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Danger Zone? Thumbnail

Danger Zone?

By Scott Poore, AIF, AWMA, APMA
Chief Investment Officer, Eudaimonia Group

Markets are pulling back on some inflation worries and poorer economic metrics.  However, this is a bit of a conundrum, because if the economy were struggling, inflation would not be on the rise (and, vice-versa).  With the advent of Summer, it's fitting to use a hit movie(s) and theme song released during the vacation months as the inspiration for this week's musings.  The 1986 song, "Danger Zone" was specifically written for the movie "Top Gun," released in the same year and was featured again in the sequel, "Top Gun:  Maverick." Here's some trivia about the song:

  • The song reached #2 on the US Billboard charts (in no small thanks to the success of the film) and sold more than 1.3 million copies.
  • This song was written by Giorgio Moroder and Tom Whitlock, who also wrote "Take My Breath Away," which was featured in "Top Gun."  A year later, this duo wrote "Meet Me Half Way," which was in the arm wrestling movie, "Over The Top," featuring Sylvester Stallone.  "Take My Breath Away" ended up winning the Oscar for Best Original Song in 1986.
  • Loggins did write and perform the song "Playing With The Boys," which he wrote specifically for the volleyball scene in "Top Gun."  That song was not nearly as popular, as it peaked at #60 on the Billboard charts.
  • Loggins was not the original choice to sing "Danger Zone," as it was originally presented acts such as Toto, Bryan Adams, REO Speedwagon, Corey Hart, and Jefferson Starship.  Members of Starship and Bryan Adams liked the song, but were uneasy about the movie's pro-military theme, so they turned down the opportunity to perform the song.

"Headin' into twilight
Spreadin' out her wings tonight
She got you jumpin' off the deck
Shovin' into overdrive

Highway to the danger zone
I'll take you right into the danger zone"

Here's what we've seen so far this week...

Consumer Danger Zone?  The economic data, taken in pieces, can look a little shaky, but as a whole, presents a still strong economy.  At the heart of economic growth is the U.S. consumer.  But so far, the consumer is holding up well.  Earlier this week, the Redbook Sales numbers showed growth of +6.3% on a year-over-year basis.  If we compare that to 2022, a year in which we had two consecutive quarters of negative GDP growth, Redbook Sales declined throughout the year.  So far this year, those figures have steadily improved, indicating that the U.S. consumer is still spending.  Some initial data to start the month had some analysts expecting the consumer to slow down.  However, the Credit Card data from this past week shows that spending is up 0.5% versus the week prior at -2.4%.  Likely, the consumer was gearing up for Summer vacations and was holding back on some purchases in preparation for kids getting out of school and the approaching Memorial Day holiday.  According to survey data, vacations are back in vogue this year.  Data from the 1st quarter shows that more than 20% of respondents indicated they were planning a vacation to a foreign country within the next 6 months.  That's a record high, since the data first began to be tracked in 1967.  This would indicate a consumer, at least the middle-to-high-end consumer, still in the mode of spending.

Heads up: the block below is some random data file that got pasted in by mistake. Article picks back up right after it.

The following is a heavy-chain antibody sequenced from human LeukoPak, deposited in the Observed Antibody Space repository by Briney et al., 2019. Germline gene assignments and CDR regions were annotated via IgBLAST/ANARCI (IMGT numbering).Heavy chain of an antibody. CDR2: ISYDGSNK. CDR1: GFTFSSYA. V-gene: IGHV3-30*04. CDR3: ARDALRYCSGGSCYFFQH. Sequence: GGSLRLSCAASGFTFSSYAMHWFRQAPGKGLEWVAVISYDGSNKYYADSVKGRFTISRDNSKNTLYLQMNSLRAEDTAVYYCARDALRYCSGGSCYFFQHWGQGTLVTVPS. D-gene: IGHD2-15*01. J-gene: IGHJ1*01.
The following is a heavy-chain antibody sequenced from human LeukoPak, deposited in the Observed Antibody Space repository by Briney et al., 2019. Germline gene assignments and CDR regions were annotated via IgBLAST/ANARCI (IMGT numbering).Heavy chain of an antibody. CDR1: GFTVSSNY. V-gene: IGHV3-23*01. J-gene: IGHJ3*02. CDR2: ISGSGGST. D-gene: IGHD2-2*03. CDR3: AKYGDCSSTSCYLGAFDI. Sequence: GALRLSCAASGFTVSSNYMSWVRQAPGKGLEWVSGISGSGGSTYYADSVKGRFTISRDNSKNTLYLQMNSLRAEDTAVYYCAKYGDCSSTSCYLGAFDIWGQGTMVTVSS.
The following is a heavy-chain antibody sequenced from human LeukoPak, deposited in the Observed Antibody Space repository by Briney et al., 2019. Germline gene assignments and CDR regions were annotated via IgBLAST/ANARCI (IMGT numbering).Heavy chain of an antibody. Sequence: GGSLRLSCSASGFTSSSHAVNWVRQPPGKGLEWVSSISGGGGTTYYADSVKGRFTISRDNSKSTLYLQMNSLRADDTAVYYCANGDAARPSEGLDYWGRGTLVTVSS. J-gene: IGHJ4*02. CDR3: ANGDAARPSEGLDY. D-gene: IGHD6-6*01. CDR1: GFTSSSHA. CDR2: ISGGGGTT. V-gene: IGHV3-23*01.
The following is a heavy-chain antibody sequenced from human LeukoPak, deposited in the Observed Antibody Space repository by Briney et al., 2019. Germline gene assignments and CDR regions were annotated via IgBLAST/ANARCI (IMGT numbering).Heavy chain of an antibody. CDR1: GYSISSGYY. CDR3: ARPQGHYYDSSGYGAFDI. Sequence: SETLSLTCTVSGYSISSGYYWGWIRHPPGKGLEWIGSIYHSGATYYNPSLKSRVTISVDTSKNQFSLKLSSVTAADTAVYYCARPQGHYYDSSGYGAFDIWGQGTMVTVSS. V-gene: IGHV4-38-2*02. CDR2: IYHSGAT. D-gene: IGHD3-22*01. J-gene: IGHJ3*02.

Inflation Danger Zone?  Permabears typically want their cake and eat it, too.  They pound the table on inflation heating up, but at the same time, lecture about a slowing economy.  Well, in this case, you can't have both.  If the economy is slowing, so too will inflation.  If the economy is heating up, you will have some inflation.  This morning, the PCE Price Index for April showed that inflation was flat on both a month-over-month and a year-over-year basis.  After inching higher in February and March, April's inflation was 0.3%, as expected.  This has provided some confidence among investors that a rate cut will happen this year.  However, not all rate cuts are created equal.  The economy continues to show positive growth, albeit at a steady pace.  This creates a tough situation for the Fed.  At this point, they can afford to leave rates as they are until something changes - either economic growth slows considerably or inflation heats up.  The current odds of a rate cut by the Fed show the strongest possibility now of happening in November.  September has been considered the launch point for rate cuts, but the futures show only a 50:50 possibility of a rate cut in September, at best.  The Weekly Economic Index, created by Daniel Lewis, Karel Mertens, and James Stock, tracks the 10 different daily and weekly series covering consumer behavior, the labor market, and economic production.  The Index currently stands at 2.21, which is the highest level since the beginning of the year.  This does not indicate a economy that is slowing down considerably.  So for now, we're probably stuck in a period of wait-and-see as the Summer doldrums are upon us.

Here's the iconic video of the hit song from the Summer of 1986...


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